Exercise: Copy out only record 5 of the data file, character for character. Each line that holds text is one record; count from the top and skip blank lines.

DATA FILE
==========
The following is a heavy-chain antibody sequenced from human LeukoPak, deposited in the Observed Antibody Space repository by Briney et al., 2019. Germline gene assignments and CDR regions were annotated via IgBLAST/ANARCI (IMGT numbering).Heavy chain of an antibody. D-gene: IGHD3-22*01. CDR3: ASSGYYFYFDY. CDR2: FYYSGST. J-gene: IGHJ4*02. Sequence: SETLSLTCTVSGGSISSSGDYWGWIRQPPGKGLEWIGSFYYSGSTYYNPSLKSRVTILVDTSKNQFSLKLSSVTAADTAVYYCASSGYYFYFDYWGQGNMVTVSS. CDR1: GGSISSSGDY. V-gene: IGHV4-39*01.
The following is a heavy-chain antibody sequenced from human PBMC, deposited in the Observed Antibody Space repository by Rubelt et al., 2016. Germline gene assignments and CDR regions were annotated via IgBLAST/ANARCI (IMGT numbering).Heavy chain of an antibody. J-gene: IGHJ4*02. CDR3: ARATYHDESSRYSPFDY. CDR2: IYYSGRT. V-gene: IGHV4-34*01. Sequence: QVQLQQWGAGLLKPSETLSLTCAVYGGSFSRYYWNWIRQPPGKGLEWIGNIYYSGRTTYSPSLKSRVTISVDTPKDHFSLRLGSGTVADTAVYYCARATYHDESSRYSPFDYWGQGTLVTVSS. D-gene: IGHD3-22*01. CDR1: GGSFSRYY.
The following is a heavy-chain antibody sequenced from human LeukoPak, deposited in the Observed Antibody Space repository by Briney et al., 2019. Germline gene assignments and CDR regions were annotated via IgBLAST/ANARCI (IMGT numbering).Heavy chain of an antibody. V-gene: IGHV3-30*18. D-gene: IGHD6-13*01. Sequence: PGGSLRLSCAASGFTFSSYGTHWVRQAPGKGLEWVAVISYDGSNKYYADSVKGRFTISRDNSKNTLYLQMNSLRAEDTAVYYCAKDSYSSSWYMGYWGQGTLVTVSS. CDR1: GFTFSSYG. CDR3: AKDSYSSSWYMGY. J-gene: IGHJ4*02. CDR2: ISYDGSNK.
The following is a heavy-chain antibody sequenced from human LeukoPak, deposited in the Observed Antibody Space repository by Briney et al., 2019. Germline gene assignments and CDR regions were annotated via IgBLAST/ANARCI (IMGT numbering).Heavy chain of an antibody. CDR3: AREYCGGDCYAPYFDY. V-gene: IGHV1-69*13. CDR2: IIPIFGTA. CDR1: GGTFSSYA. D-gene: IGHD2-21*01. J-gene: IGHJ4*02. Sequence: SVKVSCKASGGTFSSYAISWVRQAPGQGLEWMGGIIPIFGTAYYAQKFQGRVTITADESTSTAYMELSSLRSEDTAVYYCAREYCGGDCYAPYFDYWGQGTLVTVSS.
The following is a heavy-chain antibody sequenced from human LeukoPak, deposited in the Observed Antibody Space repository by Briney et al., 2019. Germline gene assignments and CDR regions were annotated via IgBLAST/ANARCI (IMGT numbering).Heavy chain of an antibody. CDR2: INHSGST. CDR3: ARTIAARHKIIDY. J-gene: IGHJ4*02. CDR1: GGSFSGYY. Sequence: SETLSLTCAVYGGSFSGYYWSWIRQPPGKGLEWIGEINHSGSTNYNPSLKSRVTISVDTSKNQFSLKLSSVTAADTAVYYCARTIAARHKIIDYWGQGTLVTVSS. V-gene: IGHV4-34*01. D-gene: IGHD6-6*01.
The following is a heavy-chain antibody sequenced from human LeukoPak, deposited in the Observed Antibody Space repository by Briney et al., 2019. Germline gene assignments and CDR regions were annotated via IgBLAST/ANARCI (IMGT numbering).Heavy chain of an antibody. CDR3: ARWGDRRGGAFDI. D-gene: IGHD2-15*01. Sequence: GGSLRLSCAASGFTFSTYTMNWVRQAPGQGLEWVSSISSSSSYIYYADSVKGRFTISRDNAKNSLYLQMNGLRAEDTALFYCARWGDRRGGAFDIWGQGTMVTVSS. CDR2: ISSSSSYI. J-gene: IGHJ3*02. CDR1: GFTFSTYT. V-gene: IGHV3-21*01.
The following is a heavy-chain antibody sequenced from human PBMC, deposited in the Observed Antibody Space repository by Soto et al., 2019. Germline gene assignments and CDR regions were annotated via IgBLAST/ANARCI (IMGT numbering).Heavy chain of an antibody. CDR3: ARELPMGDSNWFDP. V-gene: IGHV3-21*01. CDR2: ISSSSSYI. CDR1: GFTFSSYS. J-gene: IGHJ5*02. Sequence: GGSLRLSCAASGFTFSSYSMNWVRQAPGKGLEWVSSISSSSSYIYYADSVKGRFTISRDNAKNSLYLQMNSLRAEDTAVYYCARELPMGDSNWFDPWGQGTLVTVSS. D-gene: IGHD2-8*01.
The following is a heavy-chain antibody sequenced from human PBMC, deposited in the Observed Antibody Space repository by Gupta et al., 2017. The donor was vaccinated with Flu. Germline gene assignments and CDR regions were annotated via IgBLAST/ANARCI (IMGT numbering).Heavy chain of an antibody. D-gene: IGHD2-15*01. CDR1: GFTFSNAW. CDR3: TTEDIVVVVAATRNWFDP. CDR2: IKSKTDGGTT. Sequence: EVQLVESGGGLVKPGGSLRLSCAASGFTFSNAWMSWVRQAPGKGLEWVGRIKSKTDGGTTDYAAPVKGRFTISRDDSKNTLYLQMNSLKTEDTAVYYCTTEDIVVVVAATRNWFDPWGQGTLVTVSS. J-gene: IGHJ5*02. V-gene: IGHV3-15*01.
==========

The following is a heavy-chain antibody sequenced from human LeukoPak, deposited in the Observed Antibody Space repository by Briney et al., 2019. Germline gene assignments and CDR regions were annotated via IgBLAST/ANARCI (IMGT numbering).Heavy chain of an antibody. CDR2: INHSGST. CDR3: ARTIAARHKIIDY. J-gene: IGHJ4*02. CDR1: GGSFSGYY. Sequence: SETLSLTCAVYGGSFSGYYWSWIRQPPGKGLEWIGEINHSGSTNYNPSLKSRVTISVDTSKNQFSLKLSSVTAADTAVYYCARTIAARHKIIDYWGQGTLVTVSS. V-gene: IGHV4-34*01. D-gene: IGHD6-6*01.